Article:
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'Young' guns

Marksmen, newbies join trap-shooting effort to benefit Sandy nonprofit

Sandy’s newest fundraiser began with a bang on Saturday.

Actually, it began with hundreds of bangs.

Pull for Young Life, a trap shoot event at the Portland Gun Club, drew about 80 attendees from Sandy, Estacada, Boring and Gresham for a morning of friendly competition on the range, including many experienced marksmen as well as some who had never previously tried the sport. Two rounds of trap shooting were held, as well as an Annie Oakley knockout game. POST PHOTO: JOSH KULLA - Rich Ward of West Linn takes aim at a clay target Saturday at a Young Life fundraiser at the Portland Gun Club.

Through the day’s festivities, organizers aimed to raise $10,000 for Young Life in Sandy. The nonprofit group ministers to youth, and is part of a 75-year-old international organization; camps and extracurricular clubs are a particular focus of its nondenominational outreach. About 40 to 60 kids are part of the local Young Life group.

The group began planning the Pull for Young Life event about a year ago, said Daniel Meyer, a Sandy Young Life staff associate.

On Saturday, Meyer was thrilled with the results.

“It’s going awesome,” he said. “It’s really cool to rally the troops. We just started a year ago, so we’re still getting the word out about Young Life. It’s good to get everyone in the same spot.”

That included some local celebrities, such as the Sandy-based Hoffman family, the cast of Discovery Channel mining show “Gold Rush,” and Bethy Rossos, an Estacada resident and former contestant on the Fox cooking competition show “MasterChef.” The Hoffmans host Monday night Young Life activities at their airport property. Rossos is a Young Life volunteer and lent her culinary talents to Saturday’s event by catering lunch.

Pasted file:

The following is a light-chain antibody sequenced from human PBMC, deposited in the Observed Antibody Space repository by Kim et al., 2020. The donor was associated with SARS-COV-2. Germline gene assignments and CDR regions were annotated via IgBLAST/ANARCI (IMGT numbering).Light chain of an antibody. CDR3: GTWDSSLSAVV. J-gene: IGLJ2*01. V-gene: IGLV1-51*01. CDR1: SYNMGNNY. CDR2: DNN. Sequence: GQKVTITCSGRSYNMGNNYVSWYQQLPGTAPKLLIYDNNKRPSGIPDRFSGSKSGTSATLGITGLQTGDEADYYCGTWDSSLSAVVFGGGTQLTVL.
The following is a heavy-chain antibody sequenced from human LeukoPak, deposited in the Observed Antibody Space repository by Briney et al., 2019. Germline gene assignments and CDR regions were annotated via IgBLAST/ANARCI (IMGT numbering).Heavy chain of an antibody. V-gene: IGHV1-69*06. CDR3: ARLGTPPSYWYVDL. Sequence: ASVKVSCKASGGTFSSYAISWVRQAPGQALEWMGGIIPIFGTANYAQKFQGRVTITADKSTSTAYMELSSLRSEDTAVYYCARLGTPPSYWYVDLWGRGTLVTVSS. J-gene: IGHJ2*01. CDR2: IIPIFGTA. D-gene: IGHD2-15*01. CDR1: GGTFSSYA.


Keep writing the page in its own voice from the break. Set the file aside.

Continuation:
Todd Hoffman said he was heartened to see Saturday’s big turnout, especially since he often feels that people are losing faith in today’s youth.

“It’s a big deal for me,” he said. “If we give up on our youth, we’re giving up on our future. That’s what’s cool for me, to see that many guys come out.”

He added that he hopes the event will double in size next year.

Wayne Patterson, the director of Young Life’s Mt. Hood region, believes that’s entirely possible. Because of Sandy’s demographic — which includes a large number of sportsmen and women — Patterson said organizers planned their event well.

“Shooting is probably a big part of the culture there,” Patterson said. “Given that we have that many shooters and it’s the first time we’ve done it, confirms that. Plus, it’s a great cause.”

Even those who were new to trap shooting found a way to have fun on Saturday. The day began with a safety briefing, and shotguns were available for rent to participants who did not have or bring their own. Attendees could register as an individual for $100 and be placed on a team of five shooters. POST PHOTO: JOSH KULLA - Gold Rush cast member Andy Spinks fires at a trap target Saturday at the Portland Gun Club during a fundraiser for Sandy Young Life.

“There are people here who have never shot before,” Meyer noted. “And there are people who have been part of the gun club.”

Boring residents Craig Gearheart and his son Hunter, 15, were no strangers to the range. Hunter is on the youth trap team at Douglas Ridge Rifle Club in Eagle Creek. A sophomore at Sandy High School, he’s also a regular Young Life club attendee and planning to attend Young Life’s summer camp the last week of July in Antelope, Ore. Some 30 Sandy-area youth are also registered for the camp.

Gearheart said his son enjoys Young Life events because they are safe and supportive.

“It’s not a like a special clique,” he said. “It’s just a bunch of kids that get together to have fun and learn about being a good Christian.”

Hunter agreed.

“Everyone can just be who they are,” he said. POST PHOTO: JOSH KULLA - Todd Hoffman, star of Gold Rush and a Sandy resident (middle), chats with participants during Saturdays Young Life fundraiser at the Portland Gun Club.